2 July 2013 — RT
Caracas is ready to help NSA leaker Edward Snowden, but will “leave the decision to the people” when considering his request for asylum, Venezuelan President Nicolas Maduro has told RT in an exclusive interview.
“I think we should do something for him and I will leave this decision to the people. We either help him or we close the door and forget about him. We really believe in world peace and world balance. We are not afraid of any kind of empires. I don’t know how many people can hear me in this studio, but there is no empire that can intimidate us,” Maduro said.
Earlier NSA leaker Edward Snowden was reported to have sought asylum in 21 countries, aiming to gain protection against US prosecutors.
When questioned whether Caracas has received an application from Snowden, Maduro said that he has“no official communication that says Snowden applied for asylum in Venezuela.”
He added that Venezuela “must await the reaction of the world” when asked whether he would grant asylum to the whistleblower.
The US has voided Snowden’s passport, making it impossible to leave the transit zone of Moscow’s Sheremetyevo airport.
“We should not think about how Snowden would escape Moscow airport but to analyze what information this young person provided. That is much more important than to think about how he will escape his current place of stay. If in the next days this person leaves the airport by plane or by boat or however, this is not so important,” the Venezuelan leader remarked.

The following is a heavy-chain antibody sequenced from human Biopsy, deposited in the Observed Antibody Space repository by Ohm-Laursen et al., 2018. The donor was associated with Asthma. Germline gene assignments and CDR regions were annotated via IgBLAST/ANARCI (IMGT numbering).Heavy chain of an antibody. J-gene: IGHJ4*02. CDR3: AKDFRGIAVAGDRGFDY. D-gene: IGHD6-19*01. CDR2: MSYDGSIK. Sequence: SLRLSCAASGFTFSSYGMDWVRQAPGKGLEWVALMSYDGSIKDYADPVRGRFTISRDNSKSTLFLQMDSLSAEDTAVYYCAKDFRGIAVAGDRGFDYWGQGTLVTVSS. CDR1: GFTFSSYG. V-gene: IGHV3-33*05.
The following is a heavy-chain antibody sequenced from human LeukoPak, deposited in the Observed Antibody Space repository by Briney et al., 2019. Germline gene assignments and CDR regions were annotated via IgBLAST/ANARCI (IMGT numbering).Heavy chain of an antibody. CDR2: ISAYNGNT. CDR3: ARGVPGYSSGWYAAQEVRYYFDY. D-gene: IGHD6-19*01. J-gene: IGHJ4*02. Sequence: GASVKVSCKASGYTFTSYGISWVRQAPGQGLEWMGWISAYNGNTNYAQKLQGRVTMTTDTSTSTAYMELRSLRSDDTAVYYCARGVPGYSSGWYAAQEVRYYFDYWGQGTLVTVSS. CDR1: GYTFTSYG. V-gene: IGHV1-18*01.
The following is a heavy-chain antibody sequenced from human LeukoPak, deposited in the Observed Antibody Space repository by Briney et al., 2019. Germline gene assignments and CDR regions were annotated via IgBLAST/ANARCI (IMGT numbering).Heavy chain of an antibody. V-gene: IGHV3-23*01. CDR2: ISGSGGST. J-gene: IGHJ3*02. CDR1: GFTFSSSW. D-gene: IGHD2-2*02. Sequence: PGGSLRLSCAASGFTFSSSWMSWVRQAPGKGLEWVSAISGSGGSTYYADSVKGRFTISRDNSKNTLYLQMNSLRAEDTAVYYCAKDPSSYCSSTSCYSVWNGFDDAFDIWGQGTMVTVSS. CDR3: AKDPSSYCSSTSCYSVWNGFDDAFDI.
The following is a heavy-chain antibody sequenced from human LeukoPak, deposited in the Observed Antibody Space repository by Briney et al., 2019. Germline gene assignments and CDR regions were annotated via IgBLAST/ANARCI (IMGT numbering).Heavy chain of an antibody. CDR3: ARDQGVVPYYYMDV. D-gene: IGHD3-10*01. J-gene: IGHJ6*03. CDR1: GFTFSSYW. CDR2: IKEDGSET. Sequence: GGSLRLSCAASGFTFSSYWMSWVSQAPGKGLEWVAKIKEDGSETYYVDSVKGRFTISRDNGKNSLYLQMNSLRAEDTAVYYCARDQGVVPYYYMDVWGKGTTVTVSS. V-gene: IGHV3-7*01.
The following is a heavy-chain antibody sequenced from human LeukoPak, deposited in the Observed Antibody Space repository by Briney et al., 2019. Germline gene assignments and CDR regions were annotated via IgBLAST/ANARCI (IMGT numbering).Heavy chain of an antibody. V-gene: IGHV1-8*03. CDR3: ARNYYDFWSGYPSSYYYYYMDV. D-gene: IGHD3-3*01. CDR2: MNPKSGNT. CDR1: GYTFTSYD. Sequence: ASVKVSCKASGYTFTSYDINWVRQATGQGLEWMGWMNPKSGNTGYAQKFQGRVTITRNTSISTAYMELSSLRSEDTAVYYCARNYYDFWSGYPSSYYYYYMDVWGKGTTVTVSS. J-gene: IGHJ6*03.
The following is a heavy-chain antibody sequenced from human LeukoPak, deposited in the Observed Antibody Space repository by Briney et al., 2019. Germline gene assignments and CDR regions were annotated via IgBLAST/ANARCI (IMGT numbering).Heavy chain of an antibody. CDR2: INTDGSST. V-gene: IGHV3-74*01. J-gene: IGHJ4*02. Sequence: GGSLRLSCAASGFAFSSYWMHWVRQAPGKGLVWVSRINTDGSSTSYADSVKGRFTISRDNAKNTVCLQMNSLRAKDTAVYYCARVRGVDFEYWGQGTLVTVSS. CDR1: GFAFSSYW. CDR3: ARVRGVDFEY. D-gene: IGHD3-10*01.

Snowden has captivated the world’s press after leaking data on the NSA’s mass surveillance program in May.
“He has raised a red flag in time, revealing that the US elite have mechanisms which they intend to use in order to spy on the world,” said Maduro.
“Some things this young man provided us, we thought they were science fiction. But now we have to think what other things there might be that could affect the peace of the people…We have to really think what other secrets – from John Kerry or Joe Biden – this young man keeps. Secrets of an empire that is morally and ethically in a decline.”
The whistleblower originally sought to evade US jurisdiction in Hong Kong but left for Moscow on June 23, traveling on special documents given to him by the Ecuadorian government as his US passport was voided.
However, Ecuadorian President Rafael Correa said on Monday that any help granted to Snowden had been purely accidental and that no more aid would be given to him. He stressed that the Ecuadorian consul in London acted outside their authority when they issued the travel documents to Snowden.